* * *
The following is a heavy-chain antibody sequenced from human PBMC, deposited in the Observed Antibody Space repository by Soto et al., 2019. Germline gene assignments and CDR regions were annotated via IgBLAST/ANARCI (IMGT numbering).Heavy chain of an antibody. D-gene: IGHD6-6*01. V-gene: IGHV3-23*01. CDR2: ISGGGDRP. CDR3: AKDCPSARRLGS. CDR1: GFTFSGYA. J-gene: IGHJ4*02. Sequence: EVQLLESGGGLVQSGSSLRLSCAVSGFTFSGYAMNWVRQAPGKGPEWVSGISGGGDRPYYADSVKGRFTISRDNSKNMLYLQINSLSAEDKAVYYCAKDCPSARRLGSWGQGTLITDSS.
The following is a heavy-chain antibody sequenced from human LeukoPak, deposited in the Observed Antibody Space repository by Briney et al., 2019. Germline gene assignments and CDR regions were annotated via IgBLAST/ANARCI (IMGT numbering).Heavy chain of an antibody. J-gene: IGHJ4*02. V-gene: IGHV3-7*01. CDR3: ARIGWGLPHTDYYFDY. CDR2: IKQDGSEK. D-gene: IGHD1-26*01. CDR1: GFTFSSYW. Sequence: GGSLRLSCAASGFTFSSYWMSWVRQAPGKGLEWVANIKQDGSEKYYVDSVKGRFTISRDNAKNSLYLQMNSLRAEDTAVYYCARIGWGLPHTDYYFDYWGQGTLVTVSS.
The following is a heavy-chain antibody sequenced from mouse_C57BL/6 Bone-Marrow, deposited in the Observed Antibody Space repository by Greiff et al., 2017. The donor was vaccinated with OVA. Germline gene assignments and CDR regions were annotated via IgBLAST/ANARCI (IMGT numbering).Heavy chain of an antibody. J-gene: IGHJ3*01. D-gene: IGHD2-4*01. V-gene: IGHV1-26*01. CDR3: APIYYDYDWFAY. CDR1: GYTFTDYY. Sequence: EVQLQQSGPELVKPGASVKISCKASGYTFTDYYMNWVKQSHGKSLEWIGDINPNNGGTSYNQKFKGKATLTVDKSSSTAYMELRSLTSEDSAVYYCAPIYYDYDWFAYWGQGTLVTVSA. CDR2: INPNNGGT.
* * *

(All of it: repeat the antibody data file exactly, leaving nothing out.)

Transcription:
The following is a heavy-chain antibody sequenced from human PBMC, deposited in the Observed Antibody Space repository by Soto et al., 2019. Germline gene assignments and CDR regions were annotated via IgBLAST/ANARCI (IMGT numbering).Heavy chain of an antibody. D-gene: IGHD6-6*01. V-gene: IGHV3-23*01. CDR2: ISGGGDRP. CDR3: AKDCPSARRLGS. CDR1: GFTFSGYA. J-gene: IGHJ4*02. Sequence: EVQLLESGGGLVQSGSSLRLSCAVSGFTFSGYAMNWVRQAPGKGPEWVSGISGGGDRPYYADSVKGRFTISRDNSKNMLYLQINSLSAEDKAVYYCAKDCPSARRLGSWGQGTLITDSS.
The following is a heavy-chain antibody sequenced from human LeukoPak, deposited in the Observed Antibody Space repository by Briney et al., 2019. Germline gene assignments and CDR regions were annotated via IgBLAST/ANARCI (IMGT numbering).Heavy chain of an antibody. J-gene: IGHJ4*02. V-gene: IGHV3-7*01. CDR3: ARIGWGLPHTDYYFDY. CDR2: IKQDGSEK. D-gene: IGHD1-26*01. CDR1: GFTFSSYW. Sequence: GGSLRLSCAASGFTFSSYWMSWVRQAPGKGLEWVANIKQDGSEKYYVDSVKGRFTISRDNAKNSLYLQMNSLRAEDTAVYYCARIGWGLPHTDYYFDYWGQGTLVTVSS.
The following is a heavy-chain antibody sequenced from mouse_C57BL/6 Bone-Marrow, deposited in the Observed Antibody Space repository by Greiff et al., 2017. The donor was vaccinated with OVA. Germline gene assignments and CDR regions were annotated via IgBLAST/ANARCI (IMGT numbering).Heavy chain of an antibody. J-gene: IGHJ3*01. D-gene: IGHD2-4*01. V-gene: IGHV1-26*01. CDR3: APIYYDYDWFAY. CDR1: GYTFTDYY. Sequence: EVQLQQSGPELVKPGASVKISCKASGYTFTDYYMNWVKQSHGKSLEWIGDINPNNGGTSYNQKFKGKATLTVDKSSSTAYMELRSLTSEDSAVYYCAPIYYDYDWFAYWGQGTLVTVSA. CDR2: INPNNGGT.